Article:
Digital Storm Takes on DIY; Its Prebuilt PC Costs $23 More

Digital Storm aims to end the debate between building a PC by yourself, or just buying a pre-assembled system. What Digital Storm did was to configure a machine, and then compare their price to that of exactly the same components from Newegg. In the end, the smallest difference in price was just $23; the biggest difference was $58. They mention that at this amount of difference, the decision is a no-brainer. This lineup of machines will be known as the VANQUISH systems.

The VANQUISH systems will always be pre-tested for at least 72 hours. Digital Storm will always keep an inventory of completed systems ready to ship out right after an order is placed so that you don't have to wait for the system to be built and tested.

"When we decided to take on the DIYers we knew we had to offer impressively built systems that could compete in terms of performance as well as price. For just $23-$58 more [we] were giving customers a fully optimized system featuring the latest chipset platform and next gen-graphics. This allows them to focus on demolishing the competition instead of worrying about the reliability of their PC," said Rajeev Kuruppu, Digital Storm's Director of Product Development.

Digital Storm VANQUISH

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  • There's a point to DIY...you like to pick your own parts, use a few from your old system, and love to put it all together yourself.
    19
  • Not too shabby. While much of the reason I build my own is purely for the joy of it, it's nice to have an option if ever I need a quality build in a pinch.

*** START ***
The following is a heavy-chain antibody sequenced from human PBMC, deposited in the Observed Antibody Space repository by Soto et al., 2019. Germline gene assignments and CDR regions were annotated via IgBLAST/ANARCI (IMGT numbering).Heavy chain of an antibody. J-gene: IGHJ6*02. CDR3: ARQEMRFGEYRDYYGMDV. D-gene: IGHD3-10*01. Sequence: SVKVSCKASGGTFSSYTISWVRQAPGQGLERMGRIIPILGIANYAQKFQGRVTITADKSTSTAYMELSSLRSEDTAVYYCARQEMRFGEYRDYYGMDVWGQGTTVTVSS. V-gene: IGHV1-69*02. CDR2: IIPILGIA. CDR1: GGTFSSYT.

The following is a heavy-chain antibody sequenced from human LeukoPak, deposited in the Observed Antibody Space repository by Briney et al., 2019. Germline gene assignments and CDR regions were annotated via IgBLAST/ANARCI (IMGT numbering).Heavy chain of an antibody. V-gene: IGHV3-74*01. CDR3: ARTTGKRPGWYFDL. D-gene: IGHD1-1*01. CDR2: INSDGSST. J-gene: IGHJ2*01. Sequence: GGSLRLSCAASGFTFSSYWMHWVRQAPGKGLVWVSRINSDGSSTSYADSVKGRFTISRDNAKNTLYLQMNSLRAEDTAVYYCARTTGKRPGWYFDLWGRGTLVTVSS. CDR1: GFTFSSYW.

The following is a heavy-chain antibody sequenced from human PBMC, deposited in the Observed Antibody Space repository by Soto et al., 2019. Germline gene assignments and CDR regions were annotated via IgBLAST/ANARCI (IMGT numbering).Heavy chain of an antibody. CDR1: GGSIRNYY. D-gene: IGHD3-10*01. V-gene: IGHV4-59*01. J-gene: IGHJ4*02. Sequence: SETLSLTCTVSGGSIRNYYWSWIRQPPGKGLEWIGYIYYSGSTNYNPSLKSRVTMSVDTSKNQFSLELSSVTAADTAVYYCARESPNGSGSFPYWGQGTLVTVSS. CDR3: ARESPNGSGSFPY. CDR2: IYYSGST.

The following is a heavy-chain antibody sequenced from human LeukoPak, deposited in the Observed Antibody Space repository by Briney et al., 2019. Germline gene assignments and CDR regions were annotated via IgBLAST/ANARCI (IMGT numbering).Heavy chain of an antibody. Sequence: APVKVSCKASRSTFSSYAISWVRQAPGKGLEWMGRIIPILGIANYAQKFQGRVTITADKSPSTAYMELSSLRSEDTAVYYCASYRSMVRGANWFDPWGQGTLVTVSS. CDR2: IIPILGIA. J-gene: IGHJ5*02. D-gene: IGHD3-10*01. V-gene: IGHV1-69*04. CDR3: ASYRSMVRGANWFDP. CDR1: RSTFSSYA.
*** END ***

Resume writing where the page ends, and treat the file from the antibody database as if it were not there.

15
  • Yeah, but I would never use any of those configurations at all as a gamer. Just look at them. If I'm putting $1400 into it, I would put more money on GPU as opposed to a 3770k. They are putting money in the wrong places in my opinion. So what if they are a few bucks away from a DIY PC. No real PC gamer would build these configurations.
    15
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  • Sure, the price of the components adds up only slightly more than their price, but very often I carry over at least one component, usually the case and sometimes also the power supply to the next computer. Most of the time the CD/DVD/Blueray from the previous computer also goes into the next one. That saves an addtional $100 or more, so it's still cheaper by far to build your own.
    12
  • Not too shabby. While much of the reason I build my own is purely for the joy of it, it's nice to have an option if ever I need a quality build in a pinch.
    15
  • Yeah, but I would never use any of those configurations at all as a gamer. Just look at them. If I'm putting $1400 into it, I would put more money on GPU as opposed to a 3770k. They are putting money in the wrong places in my opinion. So what if they are a few bucks away from a DIY PC. No real PC gamer would build these configurations.
    15